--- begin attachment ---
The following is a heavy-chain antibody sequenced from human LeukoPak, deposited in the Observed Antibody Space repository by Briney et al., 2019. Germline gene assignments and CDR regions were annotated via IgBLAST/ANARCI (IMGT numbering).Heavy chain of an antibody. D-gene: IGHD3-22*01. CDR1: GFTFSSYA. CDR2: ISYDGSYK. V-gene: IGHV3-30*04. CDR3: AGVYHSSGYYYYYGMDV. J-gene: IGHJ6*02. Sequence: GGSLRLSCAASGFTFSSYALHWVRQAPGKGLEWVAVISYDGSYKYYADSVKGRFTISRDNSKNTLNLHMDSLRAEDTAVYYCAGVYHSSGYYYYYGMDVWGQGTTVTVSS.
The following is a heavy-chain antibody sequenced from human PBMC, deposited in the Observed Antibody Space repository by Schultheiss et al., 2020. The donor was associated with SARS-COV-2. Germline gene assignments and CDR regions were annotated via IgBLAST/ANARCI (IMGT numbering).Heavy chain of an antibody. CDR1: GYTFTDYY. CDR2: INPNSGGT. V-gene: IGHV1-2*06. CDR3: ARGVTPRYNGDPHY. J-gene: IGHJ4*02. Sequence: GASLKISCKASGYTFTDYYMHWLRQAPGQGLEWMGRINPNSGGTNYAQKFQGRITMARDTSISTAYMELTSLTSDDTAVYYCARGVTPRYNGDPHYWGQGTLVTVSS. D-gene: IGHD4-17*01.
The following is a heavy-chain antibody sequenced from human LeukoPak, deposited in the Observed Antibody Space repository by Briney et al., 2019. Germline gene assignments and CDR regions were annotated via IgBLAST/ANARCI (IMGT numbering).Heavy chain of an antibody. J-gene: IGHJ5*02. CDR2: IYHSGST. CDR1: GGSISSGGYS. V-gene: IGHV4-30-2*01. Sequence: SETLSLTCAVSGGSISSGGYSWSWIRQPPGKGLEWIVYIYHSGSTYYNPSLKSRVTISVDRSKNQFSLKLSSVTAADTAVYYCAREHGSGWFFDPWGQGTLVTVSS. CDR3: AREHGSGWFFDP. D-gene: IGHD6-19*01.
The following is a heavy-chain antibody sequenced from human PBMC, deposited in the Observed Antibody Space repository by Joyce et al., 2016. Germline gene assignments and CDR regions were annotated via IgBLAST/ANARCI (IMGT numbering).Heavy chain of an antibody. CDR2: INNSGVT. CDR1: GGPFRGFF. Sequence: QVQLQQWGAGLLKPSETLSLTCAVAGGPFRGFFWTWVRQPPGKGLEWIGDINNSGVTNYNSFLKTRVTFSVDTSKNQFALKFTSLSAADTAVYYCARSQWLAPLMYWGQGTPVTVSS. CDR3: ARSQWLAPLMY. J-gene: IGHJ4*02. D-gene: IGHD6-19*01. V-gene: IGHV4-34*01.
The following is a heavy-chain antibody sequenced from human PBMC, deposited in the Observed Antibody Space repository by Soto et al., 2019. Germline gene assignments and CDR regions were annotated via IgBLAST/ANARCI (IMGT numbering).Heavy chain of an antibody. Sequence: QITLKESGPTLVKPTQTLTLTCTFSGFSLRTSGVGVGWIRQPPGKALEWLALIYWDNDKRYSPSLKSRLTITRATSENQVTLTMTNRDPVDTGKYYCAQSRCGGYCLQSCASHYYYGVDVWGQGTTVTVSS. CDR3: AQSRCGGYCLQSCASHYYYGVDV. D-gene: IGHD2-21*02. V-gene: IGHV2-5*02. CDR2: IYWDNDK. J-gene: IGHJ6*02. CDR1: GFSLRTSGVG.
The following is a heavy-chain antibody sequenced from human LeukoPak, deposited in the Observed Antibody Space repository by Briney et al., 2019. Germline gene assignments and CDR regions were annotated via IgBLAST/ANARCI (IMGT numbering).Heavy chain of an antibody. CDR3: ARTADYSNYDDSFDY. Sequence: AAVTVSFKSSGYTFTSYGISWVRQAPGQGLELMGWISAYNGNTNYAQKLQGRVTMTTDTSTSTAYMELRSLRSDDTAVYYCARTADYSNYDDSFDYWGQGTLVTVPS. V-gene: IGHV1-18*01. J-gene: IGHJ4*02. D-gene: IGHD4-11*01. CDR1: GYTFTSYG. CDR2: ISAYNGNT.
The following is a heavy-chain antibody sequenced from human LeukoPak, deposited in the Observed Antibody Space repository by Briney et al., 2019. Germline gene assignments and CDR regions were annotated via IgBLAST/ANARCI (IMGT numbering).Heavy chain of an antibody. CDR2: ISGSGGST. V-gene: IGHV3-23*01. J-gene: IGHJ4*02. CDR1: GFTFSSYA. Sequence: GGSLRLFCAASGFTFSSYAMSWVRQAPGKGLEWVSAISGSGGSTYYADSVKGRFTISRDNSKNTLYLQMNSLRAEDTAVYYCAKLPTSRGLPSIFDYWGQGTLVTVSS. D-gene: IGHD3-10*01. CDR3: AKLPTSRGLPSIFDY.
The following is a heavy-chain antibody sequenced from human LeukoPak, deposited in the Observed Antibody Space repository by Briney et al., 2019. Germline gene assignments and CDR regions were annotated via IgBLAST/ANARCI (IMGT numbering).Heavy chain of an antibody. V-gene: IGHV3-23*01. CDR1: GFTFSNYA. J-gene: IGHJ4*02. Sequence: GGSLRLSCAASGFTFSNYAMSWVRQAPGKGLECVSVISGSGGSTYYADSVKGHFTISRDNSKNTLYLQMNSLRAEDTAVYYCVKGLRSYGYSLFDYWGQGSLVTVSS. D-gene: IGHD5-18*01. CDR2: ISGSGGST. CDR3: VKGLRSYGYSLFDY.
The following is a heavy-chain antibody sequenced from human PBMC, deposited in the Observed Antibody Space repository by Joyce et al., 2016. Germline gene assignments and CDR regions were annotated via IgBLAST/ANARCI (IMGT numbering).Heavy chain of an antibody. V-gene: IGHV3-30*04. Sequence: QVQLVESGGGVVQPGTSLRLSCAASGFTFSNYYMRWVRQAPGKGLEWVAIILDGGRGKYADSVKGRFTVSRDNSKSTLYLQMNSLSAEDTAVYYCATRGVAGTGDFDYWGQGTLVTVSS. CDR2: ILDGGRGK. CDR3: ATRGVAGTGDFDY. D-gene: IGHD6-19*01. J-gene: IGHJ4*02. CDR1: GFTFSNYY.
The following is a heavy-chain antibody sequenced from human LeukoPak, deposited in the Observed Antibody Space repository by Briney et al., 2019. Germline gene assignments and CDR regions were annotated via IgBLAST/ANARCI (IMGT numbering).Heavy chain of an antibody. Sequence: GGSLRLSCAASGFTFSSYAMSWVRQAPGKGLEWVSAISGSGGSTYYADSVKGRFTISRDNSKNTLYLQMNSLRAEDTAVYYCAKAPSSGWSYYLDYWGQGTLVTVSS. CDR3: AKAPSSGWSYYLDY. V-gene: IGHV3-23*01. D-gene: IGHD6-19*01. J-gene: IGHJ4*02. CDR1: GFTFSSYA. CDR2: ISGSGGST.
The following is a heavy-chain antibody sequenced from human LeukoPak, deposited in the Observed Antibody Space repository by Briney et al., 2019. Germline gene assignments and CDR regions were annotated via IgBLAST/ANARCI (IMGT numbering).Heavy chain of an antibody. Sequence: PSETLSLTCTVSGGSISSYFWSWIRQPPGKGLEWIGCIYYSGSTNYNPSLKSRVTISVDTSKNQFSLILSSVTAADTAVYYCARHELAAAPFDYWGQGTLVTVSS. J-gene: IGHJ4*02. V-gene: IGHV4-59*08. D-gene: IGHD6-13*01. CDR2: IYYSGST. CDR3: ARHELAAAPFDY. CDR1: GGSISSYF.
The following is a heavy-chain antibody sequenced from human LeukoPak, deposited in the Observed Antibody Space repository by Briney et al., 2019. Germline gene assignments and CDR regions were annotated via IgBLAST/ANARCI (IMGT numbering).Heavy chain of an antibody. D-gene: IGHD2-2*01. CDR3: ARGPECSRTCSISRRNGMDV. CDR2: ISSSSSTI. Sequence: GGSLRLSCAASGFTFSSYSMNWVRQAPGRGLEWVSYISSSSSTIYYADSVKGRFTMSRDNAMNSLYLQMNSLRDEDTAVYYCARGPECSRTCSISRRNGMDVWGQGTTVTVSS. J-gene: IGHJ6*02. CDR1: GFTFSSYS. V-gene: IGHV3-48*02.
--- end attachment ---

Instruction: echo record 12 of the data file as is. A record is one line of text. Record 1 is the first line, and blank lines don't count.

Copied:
The following is a heavy-chain antibody sequenced from human LeukoPak, deposited in the Observed Antibody Space repository by Briney et al., 2019. Germline gene assignments and CDR regions were annotated via IgBLAST/ANARCI (IMGT numbering).Heavy chain of an antibody. D-gene: IGHD2-2*01. CDR3: ARGPECSRTCSISRRNGMDV. CDR2: ISSSSSTI. Sequence: GGSLRLSCAASGFTFSSYSMNWVRQAPGRGLEWVSYISSSSSTIYYADSVKGRFTMSRDNAMNSLYLQMNSLRDEDTAVYYCARGPECSRTCSISRRNGMDVWGQGTTVTVSS. J-gene: IGHJ6*02. CDR1: GFTFSSYS. V-gene: IGHV3-48*02.